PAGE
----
Evdokia Pitsillidou, Head of Risk Management at easyMarkets. She specialises in commodities, options and currencies and loves to solve analytical problems and overcome challenges.

The summer is a great time to go on vacation and enjoy the outdoors. For traders, it can be a less than ideal time to trade the financial markets. Below are five summer trading problems and how you can overcome them. By applying these principles, you can make the most out of the summer doldrums.

“Sell in May and walk away” mentality

Believe it or not, “Sell in May and walk away” is a common trading strategy on Wall Street and around the world. It’s based on the Halloween indicator, which states that most of the market’s gains come in the six months beginning on October 31.[1] Obviously, this mindset creates negative expectations during the summer months. But if you’re keen on trading in the summer, you should spend more time researching the opportunities and avoiding the shortfalls. Trading activity might be lower during the summer, but there’s still plenty of opportunity in a market that trades the exact same indicators in July and August as it does at all other times during the year. This might be a great time to look at other markets or perhaps increase your exposure to Australian and New Zealand assets (summer in the northern hemisphere is actually winter down under).

Low volume

Summertime is widely considered to be a dull period for the financial markets, mostly due to lower trading volumes. Vacations, seasonal trading strategies and a slowdown in hiring activity can make for relatively boring trading conditions. In a low volume environment, traders should avoid unstable markets that are prone to large price fluctuations. This is likely to be exacerbated during periods of low volume. Traders who seek higher volumes might consider trading major economic events, such as jobs reports, monetary policy announcements and other high profile releases on the economic calendar. Like we mentioned above, these economic events are in full swing during the summer season.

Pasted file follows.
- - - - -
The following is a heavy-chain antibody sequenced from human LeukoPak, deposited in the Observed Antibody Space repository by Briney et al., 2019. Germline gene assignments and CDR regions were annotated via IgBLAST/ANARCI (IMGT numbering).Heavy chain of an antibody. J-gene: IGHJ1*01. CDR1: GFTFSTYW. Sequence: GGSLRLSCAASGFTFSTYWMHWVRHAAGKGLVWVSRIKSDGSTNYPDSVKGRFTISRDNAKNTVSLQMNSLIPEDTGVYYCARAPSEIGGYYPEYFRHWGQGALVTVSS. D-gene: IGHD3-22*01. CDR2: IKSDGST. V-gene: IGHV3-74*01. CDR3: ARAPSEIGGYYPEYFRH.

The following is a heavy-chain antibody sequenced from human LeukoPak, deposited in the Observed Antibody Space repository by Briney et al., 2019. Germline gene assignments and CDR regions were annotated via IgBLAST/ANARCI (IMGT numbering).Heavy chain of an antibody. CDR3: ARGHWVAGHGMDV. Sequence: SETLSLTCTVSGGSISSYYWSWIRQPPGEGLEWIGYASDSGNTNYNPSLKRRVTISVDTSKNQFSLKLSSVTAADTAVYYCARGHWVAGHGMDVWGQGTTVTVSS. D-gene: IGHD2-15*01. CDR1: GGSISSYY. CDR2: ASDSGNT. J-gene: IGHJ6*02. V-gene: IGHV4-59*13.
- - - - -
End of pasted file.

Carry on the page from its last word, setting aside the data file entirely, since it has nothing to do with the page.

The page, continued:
Low volatility

While not for everyone, volatility trading is a great way to increase opportunity in the market. Unfortunately, as trading volumes dry up, so does volatility. The good news is there are several strategies you may use to trade low volatility markets. In addition to keeping position sizes small, strategies such as put/call debit spreads and ratio spreads in options trading may help you overcome the volatility doldrums.[2] Paying attention to the economic calendar is also important in this respect.


The biggest roadblocks to successful summer trading are often psychological. It’s not always easy to sit at your desk while people are out enjoying the warm season. Patios, pools, barbeques and beaches are just some of the summer delights that could make it more difficult for traders to focus on the market. That’s why it’s important for traders to actually get out and enjoy the summer. This will help create a healthy balance between work and relaxation.

Disappointing non-summer months

Let’s face it – traders who have performed poorly during the winter might be compelled to trade more aggressively during the summer. This should give traders the extra motivation to improve their trading strategy all-year round. A solid winter season with strong returns will give you that much more flexibility and freedom to enjoy the summertime. Even if you had a bad trading year, don’t feel the need to “catch up” during the summer where volumes, volatility and overall interest in the market are low.

After reading this article, you should have some appreciation for the financial market’s summertime blues. By keeping a healthy perspective and working extra hard during the colder months, you can actually enjoy the quieter trading environment that’s usually associated with July and August.


[1] David Larrabee (October 30, 2016). “The Halloween Indicator: A Stock Market Anomaly That Is Stronger than Ever.” Enterprising Investor.

[2] Options Alpha. “3 Option Strategies To Use During Low Volatility Markets.”

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